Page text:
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There are many eye conditions that could affect your little one, eye infection being one of them. Eye infection are common in babies. If you notice that your baby’s eyes are crusty, gunky or red, it could be an eye infection, triggered by an allergy or irritation.
Types of Eye Infection in Babies
Here are some common types of eye infection:
If your child has a red bump on his eyelid, it’s possible a sty.
The bump is tender and filled with pus. You may also see white or yellow discharge from your baby’s eyes.
It happens when bacteria infect an oil gland which is present at the base of the eyelash. It is by no means serious but still should be treated before anything more serious happens.
Apply a Warm Compress
Soak a clean cloth in warm water and press it against your baby’s eyes for 15 minutes. The heat will open the pus and help it drain faster. Repeat this procedure 4 times a day. Don’t pop or squeeze the sty to drain the pus. This will cause more pain to your little one and also transfer bacteria from your hands to his eyes.
Conjunctivitis is an inflammation of the thin tissue covering the white part of the eye and the inside of the eyelids.
If the whites or rims of your baby’s eyes are red, it could be pinkeye or conjunctivitis.
Viral Eye Infection
If your baby has a cold along with pinkeye, it is usually due to a virus.
Bacterial Eye Infection
If you notice a thick yellow discharge in your baby’s eyes, it could be due to an infection by bacteria such as staphylococcus, streptococcus or Haemophilus.
This is a rare cause, but your baby might be allergic to smoke, dust or any other allergen, especially if the eyes are swollen, red and watery.
Conjunctivitis heals on its own if it is a viral condition. Your baby’s paediatrician will tell you to keep your baby’s eyes clean. If the condition persists beyond two weeks, it’s better to consult the doctor again.
A chalazion is a lump or cyst which forms on the eyelid.
It can start small but grow big as a pea. Unlike a sty, it doesn’t produce discharge and isn’t contagious or painful. However, it can blur your baby’s vision.
A chalazion is due to chronic inflammation of one of the oil-producing glands located in the upper or lower eyelid.
Administer OTC Medication
Never squeeze a chalazion. Use antibiotics and ointments prescribed by the paediatrician.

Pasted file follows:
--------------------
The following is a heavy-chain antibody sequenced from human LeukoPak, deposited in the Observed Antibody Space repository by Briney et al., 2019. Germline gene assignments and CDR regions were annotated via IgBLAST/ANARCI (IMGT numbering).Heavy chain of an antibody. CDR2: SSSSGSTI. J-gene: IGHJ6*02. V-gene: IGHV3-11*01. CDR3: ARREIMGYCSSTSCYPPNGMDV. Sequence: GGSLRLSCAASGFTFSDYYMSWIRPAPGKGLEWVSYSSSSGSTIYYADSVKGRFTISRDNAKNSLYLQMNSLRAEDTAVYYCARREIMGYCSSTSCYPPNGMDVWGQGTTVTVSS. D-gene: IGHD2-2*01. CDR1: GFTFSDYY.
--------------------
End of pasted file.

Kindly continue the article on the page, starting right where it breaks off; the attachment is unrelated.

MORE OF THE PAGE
Apply a Warm Compress
This can help soften the duct blocked with oil and cause drainage of the pus. Press a warm, wet compress against the affected area for 15 minutes; repeat this process 4 times a day.
Seek Medical Help
Consult an ophthalmologist if the chalazion doesn’t go away even after a warm compress. Your baby may need an injection or a surgical procedure to remove it.
4. Periorbital and Orbital Cellulitis
If your baby’s eyes are red and swollen shut, it could be because of periorbital or orbital cellulitis.
These include fever, runny nose and conjunctivitis, malaise, and impaired ocular movements.
This is a serious bacterial eye infection in infants which happens when harmful bacteria enter the eye. It can affect one eye or both.
Consult your baby’s doctor immediately. He will examine your baby’s eyes using cultures, blood tests, and X-ray tests and prescribe ointments or an injection to clear the infection. It usually goes away in 2 days, but you can give your baby the antibiotics until the doctor tells you to stop.
If your baby’s eyelids are inflamed and watery, red and irritated, it may be because of blepharitis.
The eyelashes may fall off if another infection happens alongside blepharitis.
Blepharitis is due to overproduction of oil in the eyelid or bacterial infection. It does not cause any vision problem but may be followed by a sty, chalazion or conjunctivitis if not treated in time.
Consult your doctor to be doubly sure. After that, you can use saline solutions or baby shampoos to wash your baby’s eyes, followed by antibiotic drops and a warm compress.
6. Blocked Tear Ducts
As the name suggests, it happens when the tear ducts are blocked due to fluids and become swollen.
If you see lots of sticky discharge that glues your baby’s eyes shut and eyelashes together, it can be due to a blocked tear duct.
When the baby is inside your uterus, the tissue within the tear duct usually dissolves and leaves a hollow core. If that doesn’t happen, the tissue may remain and block the duct.
Usually, a blocked duct opens on its own, and the discharge will go away with time. You can use warm water to wet cloth in water to clean the discharge from your baby’s eyes. If the condition still persists when your baby is 12-18 months old, consult a doctor as she or he may need surgery.
Home Remedies for Eye Infection in Infants
Here are some effective home remedies to treat your baby’s eye infection:
- Add some salt to boiling water and allow it to cool down. Dip a cotton ball into this mixture and place it on your baby’s eyelid for relief.
- If the eye infection is due to a blocked tear duct, gently massage the area between the eyes and the nasal area.
- A bacterial eye infection can only be treated with ointments or antibiotic drops. However, you can clean the sticky yellow discharge around your infant’s eyes with saltwater eye drops.
- Using a warm compress on your baby’s eyes reduces irritation and swelling.
It is extremely important to wash and sanitise your hands before and after touching your infant’s infected eyes.
The above-mentioned home remedies are effective, but it’s always better to consult your paediatrician when an eye infection develops. During such times, keep your infant away from other children.